“Economic 9/11”

Rising U.S. interest rates, higher oil prices, lower earnings and geo-political unrest are merging to form an economic tsunami.

When the Dow dropped 830 points on 10 October, and fell 1,300 points for the week, $1.7 trillion was wiped off the S&P 500 and nearly $3 trillion off global stocks. Since that turning point moment worldwide equities have been sinking deeper into bear and/or correction territory.

After several months of the mainstream business media, central bankers, high powered financiers, and establishment politicians warning the world that tariffs and trade wars would bring down equity markets, they suddenly changed their tune. A collective bell rang across the financial world and in unison they began attributing much of the declines to the fear of rising interest rates.

They finally acknowledged what we have long forecast. One of our Top Trends for 2018, “Market Shock,” which we sent to Trends Journal subscribers last December, clearly identified the risk:

“As U.S. interest rates rise and the dollar strengthens, the cost burden to Emerging Markets, whose debt, much of it dollar based, has soared, will be difficult to service.”

With some $250 trillion in global debt, much of it dollar based, nations whose economies, markets and currencies are declining, cannot bear the debt burden of progressively rising U.S. interest rates.

Spiking rates, which have increased three times this year, with one more expected and three or more in 2019, signal the end of the cheap money, negative/zero/low interest rate policies by world banks that have artificially propped up markets worldwide.

We concluded in December 2017, that “…global economies, particularly in China, India, Europe and EMs will shift significantly downward to bear territory and some will sink into recession.”

That’s precisely what happened. The stunning and sustained collapse of many equity markets in countries worldwide, especially China’s, which is deep into bear territory, are among several signs lighting up and flashing “Economic 9/11.”

China’s Shanghai Index is down over 30 percent this year, while its Gross Domestic Product growth is at its weakest point since 2009. And China, the world’s second largest economy, is drowning in debt. In fact, S&P Global Ratings reports that borrowing by the country’s local governments is likely as high as 40 trillion yuan ($7.95 trillion).


While the mainstream business media have falsely attributed economic and market slowdowns, particularly in China, to trade wars, it had been and remains rising U.S. interest rates alongside mounting historic debt that will sink markets.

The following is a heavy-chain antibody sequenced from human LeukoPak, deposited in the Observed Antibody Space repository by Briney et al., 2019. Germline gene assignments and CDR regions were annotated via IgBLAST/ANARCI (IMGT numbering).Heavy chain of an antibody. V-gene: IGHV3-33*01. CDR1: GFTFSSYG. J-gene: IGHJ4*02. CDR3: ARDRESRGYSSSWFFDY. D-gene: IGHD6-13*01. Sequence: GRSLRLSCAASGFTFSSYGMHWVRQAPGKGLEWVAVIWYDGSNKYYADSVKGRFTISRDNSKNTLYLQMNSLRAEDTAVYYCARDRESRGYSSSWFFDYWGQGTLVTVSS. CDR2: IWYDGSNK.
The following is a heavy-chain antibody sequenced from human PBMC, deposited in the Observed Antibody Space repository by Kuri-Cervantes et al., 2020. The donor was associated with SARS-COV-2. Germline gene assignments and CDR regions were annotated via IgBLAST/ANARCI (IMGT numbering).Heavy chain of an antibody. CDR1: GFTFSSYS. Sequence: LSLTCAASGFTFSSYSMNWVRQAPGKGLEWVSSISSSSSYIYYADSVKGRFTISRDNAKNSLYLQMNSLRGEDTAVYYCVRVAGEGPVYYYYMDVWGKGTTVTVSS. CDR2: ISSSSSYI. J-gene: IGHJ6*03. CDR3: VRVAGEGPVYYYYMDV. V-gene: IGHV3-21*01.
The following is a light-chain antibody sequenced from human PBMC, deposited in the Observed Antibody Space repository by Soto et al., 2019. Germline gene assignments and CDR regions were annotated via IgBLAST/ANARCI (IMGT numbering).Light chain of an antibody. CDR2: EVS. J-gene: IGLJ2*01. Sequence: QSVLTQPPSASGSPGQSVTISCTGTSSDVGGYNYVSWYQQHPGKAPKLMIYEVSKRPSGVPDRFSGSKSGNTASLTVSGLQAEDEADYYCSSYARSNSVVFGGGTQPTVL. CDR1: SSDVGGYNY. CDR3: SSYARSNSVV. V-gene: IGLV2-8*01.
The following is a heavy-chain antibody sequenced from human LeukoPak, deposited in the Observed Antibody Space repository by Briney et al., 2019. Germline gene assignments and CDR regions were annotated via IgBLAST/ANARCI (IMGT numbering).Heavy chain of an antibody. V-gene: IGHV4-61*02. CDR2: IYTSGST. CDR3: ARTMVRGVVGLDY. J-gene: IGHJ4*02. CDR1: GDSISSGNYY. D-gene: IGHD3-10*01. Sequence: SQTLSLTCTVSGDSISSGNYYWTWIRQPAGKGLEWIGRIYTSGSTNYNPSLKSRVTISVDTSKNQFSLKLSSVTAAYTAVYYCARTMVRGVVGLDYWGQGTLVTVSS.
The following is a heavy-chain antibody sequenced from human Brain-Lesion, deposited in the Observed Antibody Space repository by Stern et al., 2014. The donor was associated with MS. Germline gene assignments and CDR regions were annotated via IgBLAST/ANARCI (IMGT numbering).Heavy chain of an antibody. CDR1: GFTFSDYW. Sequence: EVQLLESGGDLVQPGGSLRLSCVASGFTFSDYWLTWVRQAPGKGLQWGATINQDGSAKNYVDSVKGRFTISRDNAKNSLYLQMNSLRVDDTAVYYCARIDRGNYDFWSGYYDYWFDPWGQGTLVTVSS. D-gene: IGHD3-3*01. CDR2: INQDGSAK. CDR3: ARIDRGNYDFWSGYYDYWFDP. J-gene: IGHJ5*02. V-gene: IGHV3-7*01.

In fact, despite President Trump’s $200 billion in tariffs imposed on China, America’s trade deficit with China reached $34 billion in September, a 13 percent increase over last year and a new record.

While Asian markets have been hardest hit with losses – the Shanghai and Taiwan indexes have experienced single-day, double digit percent declines – the MSCI Emerging Market stock index has now tumbled 26 percent from its January peak.

The pan-European Stoxx 600 sunk to its lowest close of the year, and nations across the globe were sinking deeper into bear market territory: Turkey, South Africa, Brazil, Venezuela, India, Hong Kong, Australia, Argentina, Italy, Indonesia, Singapore among others are in bear territory.


Beyond the interest rate factor, rising oil prices are putting more downward pressure on already deeply indebted, overleveraged economies.

Escalating geo-political tensions and economic warfare in the Middle-East, especially as the U.S. imposes its crippling oil embargo on Iran that will take effect on 5 November, have pushed oil prices up steadily.

While Brent Crude has fallen some $10 from its $85-per-barrel recent high, should the cost of oil continue to climb higher as many developed and Emerging Market currencies and economies are falling lower, a perfect storm is forming. The higher oil prices rise, which are dollar based, and the lower their currencies fall, the cost burden adds more downward pressure to their economies.

And since the last five market crashes were preceded by sharply rising oil prices, we forecast a global market meltdown should oil prices spike above $100 a barrel and interest rates continue to rise. TJ


While Federal Reserve Chair Jerome Powell has said he’s undeterred by the president’s remarks, it is certainly possible the Fed could be pressured by President Trump or other factors to delay interest rate hikes, but all that will do is delay the inevitable. Already, even modest increases have deepened downward pressures on real estate markets in many nations and economies worldwide and showing the early signs of affecting consumers in the U.S.

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